"Everyone who belongs to the Truth hears my voice…" (John 18:37)

Mass Confusion: Some Do’s and Don’ts


Whether we know it or not, we are always searching for God; it is a desire “written in the human heart.”1 Only in Him will we find the truth and happiness that we seek. As Catholics, we are truly blessed because there are few places on earth where we can encounter God so profoundly as in the Holy Mass. The Mass is the most important part of being Catholic, “the source and summit of the Christian life.”2

Because the Mass holds such significance, we want to give it our best – pay attention to every detail. For when we approach the Mass with reverence and respect, it demonstrates our firm belief that God has come to meet us. Whether you’re a cradle Catholic, a new convert, or a “revert” (just coming back to your Catholic faith), we could all use a refresher from time to time on what to do (or not to do) each Sunday…Mass “etiquette,” if you will. Here are some areas where we sometimes need reminders:

  1. chewing-gum1Don’t chew gum. If you’re afraid you’ll knock out your neighbour with your coffee breath during the sign of peace, it’s okay to pop a mint in your mouth. But gum should be left at home. Chomping on gum during church not only looks bad, but it also makes it tough to sing or receive Communion.
  2. Dress Appropriately. In our increasingly casual culture, we’ve gotten away from the idea of “putting on your Sunday best.” Nevertheless, it’s still important to dress appropriately for Mass. Basically that means simple, clean, and modest clothing. No beachwear, no headgear, and no cleavage. (Okay, technically speaking, hats are allowed for women.) The overriding principle here is respect. Does what you’re wearing show respect for everyone gathered to celebrate Mass – for God, for the priest, for the congregation, and even for yourself? How you’re dressed is even more important if you’re serving in some capacity at Mass, for instance as a Lector or as an Extraordinary Minister of Holy Communion (a title worthy of the role!).
  3. sanctuary_candleStop for Red. When you enter the church, look for the red sanctuary candle and reverently acknowledge Jesus – His Real Body and Blood present in the Holy Eucharist – by bowing or genuflecting in the direction of the tabernacle. Remember how it’s done? You touch your right knee to the floor while making the sign of the cross. The red candle is the signal to stop and say ‘hello’ to Jesus first.
  4. Do your part. Mass isn’t meant to be a spectator sport. Everyone who comes has a part (no auditioning required!). To get the most we can out of Mass, we must actively participate by listening, singing, and repeating the appropriate responses… but only yours, please, not the priest’s. If you’re unsure what to say when, many parishes now have pew cards, little “cheat sheets” for the prayers and responses. It’s okay if you don’t have the new Mass responses down by heart!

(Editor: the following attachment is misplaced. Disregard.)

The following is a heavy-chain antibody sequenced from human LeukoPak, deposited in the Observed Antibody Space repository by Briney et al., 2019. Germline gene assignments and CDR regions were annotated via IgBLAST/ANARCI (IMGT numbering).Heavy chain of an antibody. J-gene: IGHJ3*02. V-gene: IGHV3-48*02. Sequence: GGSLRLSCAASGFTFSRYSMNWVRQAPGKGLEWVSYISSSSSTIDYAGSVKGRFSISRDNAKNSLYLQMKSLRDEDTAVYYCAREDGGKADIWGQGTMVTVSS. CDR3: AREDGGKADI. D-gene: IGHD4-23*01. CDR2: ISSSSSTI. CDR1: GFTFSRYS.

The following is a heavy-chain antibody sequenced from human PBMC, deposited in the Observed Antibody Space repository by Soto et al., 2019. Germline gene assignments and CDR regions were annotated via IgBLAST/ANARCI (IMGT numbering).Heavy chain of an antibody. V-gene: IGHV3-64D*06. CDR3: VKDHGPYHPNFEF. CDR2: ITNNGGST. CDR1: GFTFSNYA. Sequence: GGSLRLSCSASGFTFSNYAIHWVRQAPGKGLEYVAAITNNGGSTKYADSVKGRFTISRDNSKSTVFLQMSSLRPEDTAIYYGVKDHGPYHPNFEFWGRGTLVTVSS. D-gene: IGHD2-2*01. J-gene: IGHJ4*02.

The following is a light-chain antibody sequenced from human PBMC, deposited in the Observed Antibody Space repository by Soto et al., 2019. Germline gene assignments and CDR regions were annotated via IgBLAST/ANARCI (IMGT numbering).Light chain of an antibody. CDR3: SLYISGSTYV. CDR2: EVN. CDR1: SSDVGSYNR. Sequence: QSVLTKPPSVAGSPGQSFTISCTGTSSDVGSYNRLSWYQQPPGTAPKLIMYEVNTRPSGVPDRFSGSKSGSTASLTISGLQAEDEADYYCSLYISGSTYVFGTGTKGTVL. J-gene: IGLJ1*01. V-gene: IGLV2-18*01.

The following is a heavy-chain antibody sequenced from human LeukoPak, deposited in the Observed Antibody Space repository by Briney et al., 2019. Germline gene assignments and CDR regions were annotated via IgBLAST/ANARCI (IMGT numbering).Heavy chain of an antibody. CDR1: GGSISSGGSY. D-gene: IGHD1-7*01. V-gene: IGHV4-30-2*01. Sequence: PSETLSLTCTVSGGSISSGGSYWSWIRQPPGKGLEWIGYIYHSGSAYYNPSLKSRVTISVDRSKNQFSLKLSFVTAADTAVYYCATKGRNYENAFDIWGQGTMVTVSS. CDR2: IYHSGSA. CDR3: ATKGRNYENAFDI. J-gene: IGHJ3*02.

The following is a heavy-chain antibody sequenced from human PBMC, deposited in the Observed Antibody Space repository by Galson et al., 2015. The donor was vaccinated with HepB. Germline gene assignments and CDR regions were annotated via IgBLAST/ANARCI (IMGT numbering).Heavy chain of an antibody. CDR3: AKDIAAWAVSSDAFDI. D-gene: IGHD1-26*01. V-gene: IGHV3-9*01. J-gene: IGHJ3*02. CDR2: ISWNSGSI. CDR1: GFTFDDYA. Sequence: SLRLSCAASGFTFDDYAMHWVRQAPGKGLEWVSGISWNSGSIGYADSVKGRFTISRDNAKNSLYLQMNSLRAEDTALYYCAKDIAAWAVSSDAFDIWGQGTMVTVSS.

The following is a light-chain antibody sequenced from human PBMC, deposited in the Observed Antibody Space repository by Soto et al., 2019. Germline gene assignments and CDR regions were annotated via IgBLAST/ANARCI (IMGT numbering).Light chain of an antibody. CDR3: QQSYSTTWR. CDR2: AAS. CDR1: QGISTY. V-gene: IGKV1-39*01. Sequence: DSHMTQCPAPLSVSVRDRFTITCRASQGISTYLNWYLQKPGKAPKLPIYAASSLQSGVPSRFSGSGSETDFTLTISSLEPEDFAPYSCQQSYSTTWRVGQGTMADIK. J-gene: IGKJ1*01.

5. pilgrimage-largeFollow the Leader. The priest is our leader at Mass and will indicate by word or gesture when to sit, stand, or kneel. While these actions may inadvertently keep you alert and on your toes during Mass, they’re really meant to help you “worship with your whole body.” You may not know this, but there are guidelines for both the priest and the congregation to help unify the way we worship.3 Just one of the many perks of belonging to a universal Church!
  6. talking-in-churchDon’t distract or diminish. Because we celebrate Mass as a community, it’s good to avoid things that may bother people around you – like having your cell phone go off, unnecessary talking, or wearing strong perfume or scented lotion (those of us with allergies thank you). We wouldn’t want anything to take our focus away from what’s happening at the altar.
  7. The Most Important Meal of the Day. Remember the most important reason you’ve come to Mass – to receive Jesus in the Eucharist, spiritual food for our souls. To do so, we must be properly disposed – having fasted for holy_eucharistone hour before receiving, having no unconfessed mortal sin, and being in communion with the Church. “Being in communion means being united with all that the Church teaches, prays, and does.”4 If you’re unsure whether you should receive Communion, you can always go up for a blessing by crossing your arms over your chest, but it’s perfectly fine to stay in your place, too. When you receive Communion, what is essential is to consume the host right away. This ain’t no ordinary piece of bread!

pope-francisAs a final thought, I’ll leave you with the question that my husband often poses to our kids with mocked outrage at their manners, behaviour, or choice of attire: “What if the pope were sitting here?!” This is a good guiding principle for all of us, for being in the presence of Jesus is just as important – even more so!

– Kelley Holy

CCC, 27.

2 CCC, 1324.

3 The Church establishes universal norms for the celebration of the Mass called the GIRM, the General Instructions for the Roman Missal. Dioceses and bishops conferences are then able to modify to fit their particular needs. Basically, it indicates when to stand, sit, and kneel, as well as proper ways to receive Holy Communion, and so on.

4 Rev. John Trigilio Jr., PhD, ThD, and Rev. Kenneth Brighenti, PhD, Catholicism for Dummies (Indianapolis: Wiley Publishing, Inc., 2003), 149.

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